The New York Times magazine has posted an excerpt/adaptation of Michael Lewis's new book Flash Boys: A Wall Street Revolt, which is about high frequency trading. Today's Times also covers the book with two articles on the front of the business section (here and here) and a book review on the front of the arts section.
Different people will take away different things from the coverage and from the book excerpt, but what struck me was, at least as it was described, the whole situation is a great example of the way a competitive free market corrects itself. People disturbed by funny business in stock exchange order execution could have called on the government to rewrite the laws or prosecute offenders. Some people still are calling for that.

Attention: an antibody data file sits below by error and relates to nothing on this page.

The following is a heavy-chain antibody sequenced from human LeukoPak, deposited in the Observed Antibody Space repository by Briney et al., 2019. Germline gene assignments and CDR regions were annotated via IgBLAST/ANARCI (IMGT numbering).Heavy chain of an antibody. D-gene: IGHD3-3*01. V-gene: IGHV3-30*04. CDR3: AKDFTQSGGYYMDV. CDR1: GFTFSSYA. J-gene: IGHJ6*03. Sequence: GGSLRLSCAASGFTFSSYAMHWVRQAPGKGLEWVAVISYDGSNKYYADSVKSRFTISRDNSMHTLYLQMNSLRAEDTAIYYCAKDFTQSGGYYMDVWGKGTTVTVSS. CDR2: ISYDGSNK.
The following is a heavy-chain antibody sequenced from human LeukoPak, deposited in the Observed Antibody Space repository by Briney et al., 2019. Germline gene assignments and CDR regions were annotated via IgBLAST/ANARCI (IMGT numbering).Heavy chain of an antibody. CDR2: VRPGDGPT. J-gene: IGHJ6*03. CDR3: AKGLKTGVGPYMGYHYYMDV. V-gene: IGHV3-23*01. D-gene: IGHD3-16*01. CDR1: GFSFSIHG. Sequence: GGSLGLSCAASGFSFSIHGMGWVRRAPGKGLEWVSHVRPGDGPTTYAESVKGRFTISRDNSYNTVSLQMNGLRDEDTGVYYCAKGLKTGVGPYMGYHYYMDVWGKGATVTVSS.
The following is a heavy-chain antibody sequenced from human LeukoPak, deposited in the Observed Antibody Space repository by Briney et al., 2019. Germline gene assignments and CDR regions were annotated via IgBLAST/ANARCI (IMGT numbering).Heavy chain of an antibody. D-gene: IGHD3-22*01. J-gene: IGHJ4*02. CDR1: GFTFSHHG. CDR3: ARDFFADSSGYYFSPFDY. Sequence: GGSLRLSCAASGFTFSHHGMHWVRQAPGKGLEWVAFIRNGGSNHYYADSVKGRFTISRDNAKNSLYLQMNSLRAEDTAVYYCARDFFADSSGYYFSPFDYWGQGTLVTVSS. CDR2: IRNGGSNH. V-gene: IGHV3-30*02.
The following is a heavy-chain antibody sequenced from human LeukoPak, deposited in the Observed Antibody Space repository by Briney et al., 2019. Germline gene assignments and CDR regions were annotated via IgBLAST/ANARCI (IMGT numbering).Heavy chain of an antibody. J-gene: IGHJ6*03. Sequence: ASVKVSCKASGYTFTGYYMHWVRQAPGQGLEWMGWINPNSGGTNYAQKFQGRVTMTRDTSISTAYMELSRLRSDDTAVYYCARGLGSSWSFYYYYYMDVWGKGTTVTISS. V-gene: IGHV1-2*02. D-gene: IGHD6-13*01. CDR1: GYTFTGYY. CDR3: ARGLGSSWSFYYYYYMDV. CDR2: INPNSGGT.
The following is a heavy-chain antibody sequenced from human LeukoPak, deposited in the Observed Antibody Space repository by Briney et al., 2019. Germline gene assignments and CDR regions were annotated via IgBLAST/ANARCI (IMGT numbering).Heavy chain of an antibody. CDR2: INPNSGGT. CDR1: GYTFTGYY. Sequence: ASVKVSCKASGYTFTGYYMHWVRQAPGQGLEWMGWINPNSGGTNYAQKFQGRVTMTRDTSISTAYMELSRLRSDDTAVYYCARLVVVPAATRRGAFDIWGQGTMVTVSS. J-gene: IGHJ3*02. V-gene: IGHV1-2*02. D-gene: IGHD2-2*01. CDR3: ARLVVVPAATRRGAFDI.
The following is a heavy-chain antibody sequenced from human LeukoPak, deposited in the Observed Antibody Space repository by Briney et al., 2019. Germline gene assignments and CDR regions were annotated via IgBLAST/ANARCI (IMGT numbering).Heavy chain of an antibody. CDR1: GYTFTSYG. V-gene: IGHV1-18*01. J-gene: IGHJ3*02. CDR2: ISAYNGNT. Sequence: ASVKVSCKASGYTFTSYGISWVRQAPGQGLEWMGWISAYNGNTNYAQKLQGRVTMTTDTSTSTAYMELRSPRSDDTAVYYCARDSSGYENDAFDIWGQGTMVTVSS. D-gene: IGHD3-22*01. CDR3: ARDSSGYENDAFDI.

But the tale Mr. Lewis tells is of some bankers who didn't like what was going on creating a new exchange and then seeking customers with the unique selling proposition that they were a non-rigged, honest exchange. The new entrant seems to have been pretty successful. This is a big important idea — that honesty in business can actually be a comparative advantage. The more uniformly crooked your competitors are, the greater the advantage. If an industry is mired in corruption, it might be a business opportunity to create an honest business.